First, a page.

Whether you’re a leader or a follower, to achieve optimal performance, it all begins with TRUST. But what does that really mean? Universally, to trust someone is to have confidence in them. Theodore Roosevelt once said, “People don’t care how much you know until they know how much you care”. This is true for both horses and people, but why is it so important?

Horses are prey animals, meaning they spend their lives working really hard  NOT to be eaten by a predator. And, not unlike humans, horses have a built in ‘fight or flight’ response to any perceived danger. But which horse do they follow when they perceive danger? They follow the herd leader – the horse they TRUST the most, the one at the top of the pecking order. All species that live in groups thrive on a pecking order, and so does your work environment and your household.

Consider for a minute, who is at the top of the pecking order (the leader) in your household? In other words, who in your family is trusted to consistently provide food, shelter, leadership, education, and mental/emotional/spiritual support? Who is entrusted to provide a majority of the decision making? Who is respected for their leadership?  Note: leadership is more than a title and many times the most influential people in an organization are informal leaders who are respected and trusted by everyone.

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How do you build trust?

Forming a relationship with an employee or a horse is not something that happens overnight. It takes time to build meaningful, mutual relationships. Building trust begins with a series of intentional actions designed to demonstrate trustworthiness. One of the best things about building trust is that you don’t need any special equipment or even special training. All you need is a sincere desire to be trustworthy.

Invest in Quality Time Together

The foundations of any good relationship start by spending time with the other person or horse – and not just when you want something. Take time to get to know each other on both a personal and professional level.  Remember trust is not something that is ‘on’ or ‘off’, rather it develops and strengthens slowly over time. When you can instill confidence in your employees that they are safe under your leadership, that confidence will extend to both good times and bad times.

Get Your Groom On

Grooming a horse is about more than just brushing the dirt off of their coat. Grooming gives you the opportunity to build a relationship with your horse and learn all their “special spots.”

Likewise, getting to know your employees provides you the opportunity to learn what motivates them so you can customize your leadership approach to best suit their unique needs and wants.This customized leadership approach helps further establish the bond of trust and enhances the opportunity for high performance.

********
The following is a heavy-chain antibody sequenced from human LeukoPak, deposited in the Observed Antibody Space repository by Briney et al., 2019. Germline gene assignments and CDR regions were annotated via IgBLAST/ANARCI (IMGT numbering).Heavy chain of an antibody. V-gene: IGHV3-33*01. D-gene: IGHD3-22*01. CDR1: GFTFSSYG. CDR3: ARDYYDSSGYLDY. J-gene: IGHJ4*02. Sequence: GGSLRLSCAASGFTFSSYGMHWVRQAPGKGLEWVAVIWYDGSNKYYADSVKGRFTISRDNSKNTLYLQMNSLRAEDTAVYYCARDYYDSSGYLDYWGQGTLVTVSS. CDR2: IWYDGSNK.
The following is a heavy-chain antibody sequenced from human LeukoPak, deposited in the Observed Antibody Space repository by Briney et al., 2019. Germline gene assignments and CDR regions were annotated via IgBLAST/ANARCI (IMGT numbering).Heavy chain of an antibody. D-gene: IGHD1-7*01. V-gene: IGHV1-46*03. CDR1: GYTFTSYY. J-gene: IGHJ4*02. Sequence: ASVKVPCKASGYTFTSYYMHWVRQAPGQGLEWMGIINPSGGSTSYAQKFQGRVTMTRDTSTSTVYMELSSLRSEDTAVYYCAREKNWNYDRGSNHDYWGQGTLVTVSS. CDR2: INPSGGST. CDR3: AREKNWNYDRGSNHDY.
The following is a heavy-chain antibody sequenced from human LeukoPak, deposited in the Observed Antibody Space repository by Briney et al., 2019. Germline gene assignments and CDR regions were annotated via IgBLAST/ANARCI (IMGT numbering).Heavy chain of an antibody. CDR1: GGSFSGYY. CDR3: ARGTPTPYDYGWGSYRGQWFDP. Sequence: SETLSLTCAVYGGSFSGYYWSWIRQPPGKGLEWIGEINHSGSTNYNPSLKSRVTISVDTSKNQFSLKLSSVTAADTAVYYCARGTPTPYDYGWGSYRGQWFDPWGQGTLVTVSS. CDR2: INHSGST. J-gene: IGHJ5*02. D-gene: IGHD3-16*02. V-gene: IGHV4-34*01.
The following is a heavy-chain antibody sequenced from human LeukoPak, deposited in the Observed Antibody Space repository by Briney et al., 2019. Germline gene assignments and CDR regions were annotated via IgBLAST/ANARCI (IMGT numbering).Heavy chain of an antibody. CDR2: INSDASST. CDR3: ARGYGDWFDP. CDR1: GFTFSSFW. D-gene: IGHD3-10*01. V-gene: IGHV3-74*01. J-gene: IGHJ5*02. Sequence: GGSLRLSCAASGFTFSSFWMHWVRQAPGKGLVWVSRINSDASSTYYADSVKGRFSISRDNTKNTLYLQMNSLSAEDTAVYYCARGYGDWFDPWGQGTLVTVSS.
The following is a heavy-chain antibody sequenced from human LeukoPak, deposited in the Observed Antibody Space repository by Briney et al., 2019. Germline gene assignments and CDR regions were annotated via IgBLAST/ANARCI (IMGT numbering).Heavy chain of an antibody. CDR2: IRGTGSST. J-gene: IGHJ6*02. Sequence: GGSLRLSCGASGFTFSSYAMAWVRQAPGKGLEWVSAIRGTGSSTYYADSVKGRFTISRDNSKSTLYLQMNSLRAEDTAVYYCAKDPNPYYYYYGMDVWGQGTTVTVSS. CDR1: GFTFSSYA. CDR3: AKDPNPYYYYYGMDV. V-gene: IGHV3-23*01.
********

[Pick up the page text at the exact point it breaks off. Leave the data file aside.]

Be Consistent

We build trust with people and horses by being consistent with our actions and reactions. As leaders our employees look to us for reinforcement of their performance and behavior both positive and negative. We can’t just change our response based on our mood. Our employees (and our horses) require consistency to perform at an optimal level and it is our job as a leader to provide that consistency.

When Trust is Broken

In any relationship, it takes a long time to build trust and only an instant to lose it. One way to prevent a loss of trust is to never put your employees in a situation where they don’t trust you.  However, this is not always possible. So what do you do if trust has been fractured?

First, look at yourself before assigning blame to others. In other words, did your own lack of skill, consistency or confidence cause others to lose confidence in you? Sometimes it’s our own fears that cause others to lose trust. If you’re at fault, admit it – openly – and then seek ways to move forward.

Second, remember trust is not a unitary phenomenon, it’s not all or nothing – thank goodness!. Even when trust has been violated, there are still elements of trust that remain. When faced with broken trust, don’t focus on the negative issue, rather pay attention to those mutual areas where trust is still in tact and build on those for the future.

Trust and Optimal Performance

When you build a relationship based on trust with your employees or your horse the possibilities are endless. Employees, like horses, that trust their leader will do anything for them. With patience, tenacity and purpose, you can build a lasting relationship that drives optimal performance. Remember, herd leaders don’t just happen, it’s a status that’s earned.

*Horse-ism – Using good ‘ole horse sense to become an extraordinary leader!